A high school gym teacher grappling with her sexual identity is challenged on both a micro and macro level in 1988 England in ” Blue Jean,” a quietly complex portrait of compartmentalization and self-actualization.
In October 1987, British Prime Minister Margaret Thatcher gave a speech in which she bemoaned the state of education and said that “Children who need to be taught to respect traditional moral values are being taught that they have an inalienable right to be gay.” This was just part of her critique of the state of education and the agenda of “extremist teachers” pushing “political slogans” and “anti-racist mathematics” who are cheating children out of a “sound start in life.” By May of 1988, a law was passed (Section 28) that would “prohibit the promotion of homosexuality” and would remain in effect in some form until 2003. Don’t worry if the law doesn’t sound familiar either – it was news to both the film’s director and star.
The film, which opens in limited release Friday, is the assured directorial debut of Georgia Oakley, who focuses her script not on the women who went out to protest as the House of Lords debated Section 28, but on one who was still coming to terms with her own identity. Jean (Rosy McEwen) is not terribly political, and, like most teachers, keeps her private life to herself. But she’s also one whose livelihood and passion (teaching) would be directly threatened by the law. Her journey in the film is a human one – there are mistakes, deep regrets, and casualties – and it’s her flaws that make her relatable. She is not, in other words, exactly an inspirational hero.
At the beginning, Jean leads a quiet life. She lives alone in an apartment and commutes to teach gym to high schoolers and coach the girls’ netball team. She loves her work and takes it seriously but keeps a distance from both the students and her fellow teachers, eating alone at lunch and declining persistent requests to go out for a pint after work. Some nights she meets up with her girlfriend, Viv (Kerrie Hayes), and a group of other lesbians at an underground bar. Unlike Jean, who is described as a deer in headlights, these other women are out and proud. When an older woman sneers at Jean and Viv eating together, Jean shrinks while Viv goes on the offensive. In the background, radio news broadcasts speak about the looming Section 28.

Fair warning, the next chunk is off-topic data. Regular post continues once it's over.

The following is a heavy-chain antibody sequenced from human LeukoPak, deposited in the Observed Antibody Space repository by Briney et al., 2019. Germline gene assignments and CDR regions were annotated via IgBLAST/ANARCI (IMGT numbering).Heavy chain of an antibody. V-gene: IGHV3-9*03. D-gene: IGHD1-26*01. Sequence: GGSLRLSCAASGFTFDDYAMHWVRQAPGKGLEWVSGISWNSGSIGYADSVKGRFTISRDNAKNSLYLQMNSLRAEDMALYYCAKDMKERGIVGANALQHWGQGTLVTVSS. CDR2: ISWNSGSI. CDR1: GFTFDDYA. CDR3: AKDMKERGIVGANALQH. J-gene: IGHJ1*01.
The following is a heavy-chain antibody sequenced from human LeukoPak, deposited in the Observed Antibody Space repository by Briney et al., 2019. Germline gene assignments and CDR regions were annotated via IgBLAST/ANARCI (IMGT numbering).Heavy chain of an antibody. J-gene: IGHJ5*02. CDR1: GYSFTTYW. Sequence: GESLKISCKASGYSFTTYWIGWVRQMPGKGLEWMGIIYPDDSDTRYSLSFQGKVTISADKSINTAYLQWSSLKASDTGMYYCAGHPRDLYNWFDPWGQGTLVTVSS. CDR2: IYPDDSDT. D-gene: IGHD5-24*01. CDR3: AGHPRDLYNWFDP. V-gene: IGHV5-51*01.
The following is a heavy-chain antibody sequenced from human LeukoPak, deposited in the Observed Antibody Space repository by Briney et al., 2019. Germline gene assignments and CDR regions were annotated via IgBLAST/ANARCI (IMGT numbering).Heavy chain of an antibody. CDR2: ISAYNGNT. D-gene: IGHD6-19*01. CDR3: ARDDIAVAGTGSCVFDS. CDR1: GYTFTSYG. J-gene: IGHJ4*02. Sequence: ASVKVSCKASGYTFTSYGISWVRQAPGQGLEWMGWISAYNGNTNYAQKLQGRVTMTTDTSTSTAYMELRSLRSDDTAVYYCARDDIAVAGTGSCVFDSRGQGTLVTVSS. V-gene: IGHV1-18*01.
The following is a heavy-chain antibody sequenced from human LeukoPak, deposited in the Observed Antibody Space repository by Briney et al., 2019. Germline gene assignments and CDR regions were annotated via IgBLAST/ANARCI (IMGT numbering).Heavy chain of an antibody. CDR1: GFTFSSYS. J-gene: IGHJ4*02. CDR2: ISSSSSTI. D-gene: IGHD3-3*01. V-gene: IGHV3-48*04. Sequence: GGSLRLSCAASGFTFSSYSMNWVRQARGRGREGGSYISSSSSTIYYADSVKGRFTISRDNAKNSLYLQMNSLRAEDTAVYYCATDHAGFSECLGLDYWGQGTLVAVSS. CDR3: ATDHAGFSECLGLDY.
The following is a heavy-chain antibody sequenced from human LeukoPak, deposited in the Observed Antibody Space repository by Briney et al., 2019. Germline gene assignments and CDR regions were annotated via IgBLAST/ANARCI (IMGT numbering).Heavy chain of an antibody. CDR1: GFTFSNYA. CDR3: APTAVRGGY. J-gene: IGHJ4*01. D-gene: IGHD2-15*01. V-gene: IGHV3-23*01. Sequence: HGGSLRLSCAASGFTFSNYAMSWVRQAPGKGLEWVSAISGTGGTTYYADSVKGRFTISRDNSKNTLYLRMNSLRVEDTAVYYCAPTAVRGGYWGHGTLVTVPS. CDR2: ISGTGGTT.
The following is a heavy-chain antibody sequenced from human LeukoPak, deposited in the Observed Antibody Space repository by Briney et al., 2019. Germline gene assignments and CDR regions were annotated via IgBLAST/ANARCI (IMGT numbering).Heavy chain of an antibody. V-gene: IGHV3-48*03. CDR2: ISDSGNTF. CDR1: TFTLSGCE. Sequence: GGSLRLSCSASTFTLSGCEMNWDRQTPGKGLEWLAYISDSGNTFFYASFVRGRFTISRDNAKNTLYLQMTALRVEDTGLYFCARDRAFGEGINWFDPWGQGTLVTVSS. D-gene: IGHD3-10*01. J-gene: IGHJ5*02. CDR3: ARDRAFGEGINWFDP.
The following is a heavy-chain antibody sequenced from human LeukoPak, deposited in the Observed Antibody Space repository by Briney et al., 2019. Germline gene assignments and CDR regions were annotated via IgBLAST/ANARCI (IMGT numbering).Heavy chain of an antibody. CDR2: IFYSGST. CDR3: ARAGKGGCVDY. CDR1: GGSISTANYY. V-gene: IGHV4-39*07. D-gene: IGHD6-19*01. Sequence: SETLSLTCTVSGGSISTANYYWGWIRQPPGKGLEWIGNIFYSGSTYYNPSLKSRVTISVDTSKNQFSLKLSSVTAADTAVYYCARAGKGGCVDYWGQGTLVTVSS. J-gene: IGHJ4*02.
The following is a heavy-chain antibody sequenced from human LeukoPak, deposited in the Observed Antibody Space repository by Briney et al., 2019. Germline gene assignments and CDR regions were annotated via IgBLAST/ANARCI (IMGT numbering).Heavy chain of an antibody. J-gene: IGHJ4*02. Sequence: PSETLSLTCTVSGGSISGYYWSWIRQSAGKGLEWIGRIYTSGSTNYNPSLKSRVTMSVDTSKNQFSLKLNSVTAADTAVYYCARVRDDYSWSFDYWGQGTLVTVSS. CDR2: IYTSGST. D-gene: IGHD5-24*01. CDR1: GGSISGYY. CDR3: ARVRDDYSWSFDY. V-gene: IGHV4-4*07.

The message Jean takes from all of this is to hide. In her mind, this makes sense because teachers need to set boundaries with their students and co-workers. But then a new girl arrives at school, Lois (Lucy Halliday) who is also gay and Jean’s meticulously segregated life starts to crumble, especially after Lois sees her out with Viv and friends, and Jean retreats further into herself. Is it her responsibility to look protect or guide Lois through this aspect of her life? Jean will make a shocking decision before the end of the film.
Jean is both an introvert and a product of her environment – she doesn’t speak to her mother anymore and her more conservative, heterosexual sister’s attempts at supporting Jean mostly make her feel worse. She scolds Jean for exposing her 5-year-old son to Viv, even though she drops the kid off at her apartment without any warning. Jean is also scolded by Viv for telling her nephew that she’s “a friend.”
Oakley has said she wanted to present a protagonist “without glamorization or misrepresentation,” inspired by filmmakers like Kelly Reichardt and Chantal Akerman.
“Blue Jean” is a perfect film to debut during Pride. It’s a reminder of the very recent past and the generational effects of institutionalized homophobia.
“Blue Jean,” a Magnolia Pictures release in theaters Friday, has not been rated by the Motion Picture Association. Running time: 97 minutes. Three stars out of four.
Follow AP Film Writer Lindsey Bahr: www.twitter.com/ldbahr.